BO: And so in those circumstances then she’s not just expressing a set of questions about whether I’m making good career choices in running for the U.S. Senate or the Presidency, she’s also communicating, “Dude, this is going to place extra burdens on me, and are you clear about that?” And I respected the fact that she didn’t just bat her eyes and say, “Okay, honey, whatever you want, because I so believe in you.” The fact that there was some tension and resistance there on her part did two things. One is, it made me really have to check, “Okay, is this worth it? Because she’s not thrilled about it, and have you really thought through whether you can win a campaign, is it worth it, what you can get done,” etcetera?
BO: The second thing, it was a constant ballast for me once I became President, for example, her reminding me, “Alright, now we’re doing this, but you have these other commitments, your daughters need you, I need you. I’ve got certain expectations. And so if you want to do this, just understand it may feel like you shouldn’t have any other obligations other than just being President, but I’m here to tell you, ‘No, I’m still expecting you to be a good dad and a good husband.'” That was useful to me. At the end of the day, I actually thought it made me a better President, but it wouldn’t have happened if I was not comfortable with her expressing tensions in her own inimitable way, creating some discomfort around some of the decisions that I made.
BB: It’s one of the things that I really learned from the book about myself, so thank you for that. I think my marriage will be better for it, actually, because a really unfair ask when I say that I’m going to take on a new something, it’s the power again of holding those opposites, because I do think in a transformational way, they served each other for you in a real way, just from moments in the book where you would be sitting, trying to make a very hard decision, and you’d see the girls on the swing set and you would remember, “Oh, my God, why am I here?” Or there was a quote of you really challenging yourself, always questioning your own motivations. You write, talking about Michelle, “Why would I put her through this? Was it just vanity or perhaps something darker, a raw hunger, a blind ambition wrapped in the gauzy language of service, or was I still trying to prove myself worthy?” Again, tell me if I’m wrong, but that tension seemed to drive you to ask hard, hard questions of yourself, and how you were going to be both in service of your family and the country.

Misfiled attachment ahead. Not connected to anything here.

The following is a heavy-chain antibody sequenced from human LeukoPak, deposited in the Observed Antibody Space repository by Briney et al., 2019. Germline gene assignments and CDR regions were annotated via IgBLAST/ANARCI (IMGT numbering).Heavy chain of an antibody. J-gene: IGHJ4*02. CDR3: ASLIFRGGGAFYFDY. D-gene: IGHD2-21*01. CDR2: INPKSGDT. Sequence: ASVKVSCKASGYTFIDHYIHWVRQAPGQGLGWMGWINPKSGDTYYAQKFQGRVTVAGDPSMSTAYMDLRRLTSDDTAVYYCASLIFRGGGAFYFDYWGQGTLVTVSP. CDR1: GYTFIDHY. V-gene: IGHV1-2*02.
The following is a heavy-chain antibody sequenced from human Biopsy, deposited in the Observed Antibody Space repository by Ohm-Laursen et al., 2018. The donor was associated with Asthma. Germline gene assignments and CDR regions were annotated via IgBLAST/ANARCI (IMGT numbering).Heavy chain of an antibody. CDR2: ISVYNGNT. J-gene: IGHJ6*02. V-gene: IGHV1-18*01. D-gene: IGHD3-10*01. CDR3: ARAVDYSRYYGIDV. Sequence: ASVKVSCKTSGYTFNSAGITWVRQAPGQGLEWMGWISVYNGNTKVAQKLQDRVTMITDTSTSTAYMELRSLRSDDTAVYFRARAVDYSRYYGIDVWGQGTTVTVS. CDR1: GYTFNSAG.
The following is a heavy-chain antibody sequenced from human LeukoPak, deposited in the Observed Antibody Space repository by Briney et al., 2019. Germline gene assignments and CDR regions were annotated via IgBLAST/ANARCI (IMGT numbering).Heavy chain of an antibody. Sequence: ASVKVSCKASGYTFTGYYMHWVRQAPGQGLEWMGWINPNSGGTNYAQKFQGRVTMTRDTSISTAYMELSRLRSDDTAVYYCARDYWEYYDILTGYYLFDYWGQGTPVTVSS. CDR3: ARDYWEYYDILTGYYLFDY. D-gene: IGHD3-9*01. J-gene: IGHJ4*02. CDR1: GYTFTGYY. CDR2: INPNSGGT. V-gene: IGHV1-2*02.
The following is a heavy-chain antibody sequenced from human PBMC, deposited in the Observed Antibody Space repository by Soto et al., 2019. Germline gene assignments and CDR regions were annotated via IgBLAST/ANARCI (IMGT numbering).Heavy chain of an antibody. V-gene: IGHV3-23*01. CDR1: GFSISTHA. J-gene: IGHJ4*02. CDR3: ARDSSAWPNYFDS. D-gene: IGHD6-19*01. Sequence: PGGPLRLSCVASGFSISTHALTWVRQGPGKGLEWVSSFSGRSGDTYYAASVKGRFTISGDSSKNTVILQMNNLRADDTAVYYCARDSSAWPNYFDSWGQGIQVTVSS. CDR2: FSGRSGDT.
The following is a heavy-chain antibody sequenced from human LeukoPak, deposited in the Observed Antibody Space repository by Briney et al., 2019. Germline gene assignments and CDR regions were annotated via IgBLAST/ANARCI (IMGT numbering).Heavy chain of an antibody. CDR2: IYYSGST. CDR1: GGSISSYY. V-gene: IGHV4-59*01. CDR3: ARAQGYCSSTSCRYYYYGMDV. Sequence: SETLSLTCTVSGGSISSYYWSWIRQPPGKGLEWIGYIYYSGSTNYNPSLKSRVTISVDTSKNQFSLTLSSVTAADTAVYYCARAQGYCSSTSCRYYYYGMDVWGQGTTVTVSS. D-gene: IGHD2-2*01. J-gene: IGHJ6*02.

BO: Yeah, and that spills over then to asking hard questions about your work and your decision-making and being comfortable asking yourself those questions. I think that all of us who are type A, high achiever types, we can talk ourselves into justifying all kinds of sacrifices in pursuit of a goal. And some of that is healthy, but sometimes it makes us sloppy. It makes us sloppy in terms of thinking that whatever means justifies the ends. It can make us sloppy in terms of feeling okay when we’re not there for our family or our friends, because look how busy I am, look who important what I’m doing is, etcetera. And you get in the habit of justifying whatever you do, that spills over into your work.
BB: That’s right.
BO: And for me, at least, it’s always been useful, and Michelle has been a contributor to this. And no doubt I married Michelle precisely because she was that kind of person who was not going to give me a pass on stuff, because I found that it would force me to ask questions. I touch a little bit about this in the book when I’m describing decisions around war and peace and deployment of troops.
BB: That’s right.
BO: The hardest decisions I made as President invariably involved deploying our incredible men and women in uniform into theaters of war. And very early on when I came in, despite having pledged to be the president who brought an end to the war in Iraq, I had proposed that from the start. I had also said, “We have to get Afghanistan right.” The situation was deteriorating there, and I had to deploy more troops. And I give this speech at West Point where I’m looking out over a bunch of 20-year-olds and 21-year-olds who… You know, they’re not much older than Malia. And I know that if I send additional troops, some of them will be grievously injured, some of them may not come home. I describe visiting Walter Reed and the experience of these incredibly courageous, tough Marines and soldiers who are proud of the sacrifices they’ve made.
BO: And yet I have to remind myself, this is part of what war is. And so even a good war, even a war that’s justified, even when it’s necessary to protect the American people, there’s still a price to it. And so you can’t be casual about it. And in fact, I describe how, at one point in my presidency, somebody suggested I shouldn’t visit too much with wounded troops because it starts clouding your judgment around national security issues. And I vehemently disagreed with that because I said, “No, actually, I need to see the cost of this to make sure that when I make a decision about deploying our troops, that I understand what that means and what the sacrifices are and the cost for so many of these young men and women and their families.”